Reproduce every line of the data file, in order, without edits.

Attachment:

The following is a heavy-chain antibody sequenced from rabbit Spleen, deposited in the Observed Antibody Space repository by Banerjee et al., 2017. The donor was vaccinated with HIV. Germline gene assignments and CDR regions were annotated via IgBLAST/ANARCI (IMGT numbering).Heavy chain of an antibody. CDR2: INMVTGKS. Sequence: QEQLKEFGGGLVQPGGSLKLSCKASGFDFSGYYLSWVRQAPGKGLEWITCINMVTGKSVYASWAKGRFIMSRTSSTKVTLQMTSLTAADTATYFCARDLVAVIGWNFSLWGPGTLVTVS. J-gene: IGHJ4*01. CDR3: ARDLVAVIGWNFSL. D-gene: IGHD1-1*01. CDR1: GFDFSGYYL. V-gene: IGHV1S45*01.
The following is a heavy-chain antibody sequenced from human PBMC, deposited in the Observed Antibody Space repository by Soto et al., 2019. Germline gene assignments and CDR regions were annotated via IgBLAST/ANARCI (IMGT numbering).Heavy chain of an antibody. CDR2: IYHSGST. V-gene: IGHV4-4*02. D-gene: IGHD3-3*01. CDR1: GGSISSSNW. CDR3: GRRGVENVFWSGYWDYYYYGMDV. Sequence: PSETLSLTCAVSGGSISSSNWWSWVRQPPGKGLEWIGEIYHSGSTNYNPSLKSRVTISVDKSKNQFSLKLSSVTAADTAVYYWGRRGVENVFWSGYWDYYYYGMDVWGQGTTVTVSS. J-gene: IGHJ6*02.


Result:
The following is a heavy-chain antibody sequenced from rabbit Spleen, deposited in the Observed Antibody Space repository by Banerjee et al., 2017. The donor was vaccinated with HIV. Germline gene assignments and CDR regions were annotated via IgBLAST/ANARCI (IMGT numbering).Heavy chain of an antibody. CDR2: INMVTGKS. Sequence: QEQLKEFGGGLVQPGGSLKLSCKASGFDFSGYYLSWVRQAPGKGLEWITCINMVTGKSVYASWAKGRFIMSRTSSTKVTLQMTSLTAADTATYFCARDLVAVIGWNFSLWGPGTLVTVS. J-gene: IGHJ4*01. CDR3: ARDLVAVIGWNFSL. D-gene: IGHD1-1*01. CDR1: GFDFSGYYL. V-gene: IGHV1S45*01.
The following is a heavy-chain antibody sequenced from human PBMC, deposited in the Observed Antibody Space repository by Soto et al., 2019. Germline gene assignments and CDR regions were annotated via IgBLAST/ANARCI (IMGT numbering).Heavy chain of an antibody. CDR2: IYHSGST. V-gene: IGHV4-4*02. D-gene: IGHD3-3*01. CDR1: GGSISSSNW. CDR3: GRRGVENVFWSGYWDYYYYGMDV. Sequence: PSETLSLTCAVSGGSISSSNWWSWVRQPPGKGLEWIGEIYHSGSTNYNPSLKSRVTISVDKSKNQFSLKLSSVTAADTAVYYWGRRGVENVFWSGYWDYYYYGMDVWGQGTTVTVSS. J-gene: IGHJ6*02.